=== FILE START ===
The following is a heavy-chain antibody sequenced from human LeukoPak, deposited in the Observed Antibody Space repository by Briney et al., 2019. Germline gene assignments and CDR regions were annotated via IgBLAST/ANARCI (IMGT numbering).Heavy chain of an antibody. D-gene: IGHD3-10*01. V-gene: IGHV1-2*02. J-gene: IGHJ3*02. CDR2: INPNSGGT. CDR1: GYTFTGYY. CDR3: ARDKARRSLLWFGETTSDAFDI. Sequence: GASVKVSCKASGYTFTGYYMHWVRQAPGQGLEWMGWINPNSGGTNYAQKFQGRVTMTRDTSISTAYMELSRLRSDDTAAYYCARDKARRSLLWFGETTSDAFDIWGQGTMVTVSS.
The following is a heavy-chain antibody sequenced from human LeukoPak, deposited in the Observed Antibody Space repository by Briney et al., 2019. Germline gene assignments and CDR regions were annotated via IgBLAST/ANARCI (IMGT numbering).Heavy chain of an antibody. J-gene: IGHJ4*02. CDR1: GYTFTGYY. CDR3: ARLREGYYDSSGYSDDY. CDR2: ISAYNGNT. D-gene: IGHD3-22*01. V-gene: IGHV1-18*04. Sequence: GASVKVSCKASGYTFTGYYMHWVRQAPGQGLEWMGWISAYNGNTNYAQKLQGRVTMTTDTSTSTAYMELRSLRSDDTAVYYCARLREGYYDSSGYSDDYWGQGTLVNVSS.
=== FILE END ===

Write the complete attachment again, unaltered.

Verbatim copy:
The following is a heavy-chain antibody sequenced from human LeukoPak, deposited in the Observed Antibody Space repository by Briney et al., 2019. Germline gene assignments and CDR regions were annotated via IgBLAST/ANARCI (IMGT numbering).Heavy chain of an antibody. D-gene: IGHD3-10*01. V-gene: IGHV1-2*02. J-gene: IGHJ3*02. CDR2: INPNSGGT. CDR1: GYTFTGYY. CDR3: ARDKARRSLLWFGETTSDAFDI. Sequence: GASVKVSCKASGYTFTGYYMHWVRQAPGQGLEWMGWINPNSGGTNYAQKFQGRVTMTRDTSISTAYMELSRLRSDDTAAYYCARDKARRSLLWFGETTSDAFDIWGQGTMVTVSS.
The following is a heavy-chain antibody sequenced from human LeukoPak, deposited in the Observed Antibody Space repository by Briney et al., 2019. Germline gene assignments and CDR regions were annotated via IgBLAST/ANARCI (IMGT numbering).Heavy chain of an antibody. J-gene: IGHJ4*02. CDR1: GYTFTGYY. CDR3: ARLREGYYDSSGYSDDY. CDR2: ISAYNGNT. D-gene: IGHD3-22*01. V-gene: IGHV1-18*04. Sequence: GASVKVSCKASGYTFTGYYMHWVRQAPGQGLEWMGWISAYNGNTNYAQKLQGRVTMTTDTSTSTAYMELRSLRSDDTAVYYCARLREGYYDSSGYSDDYWGQGTLVNVSS.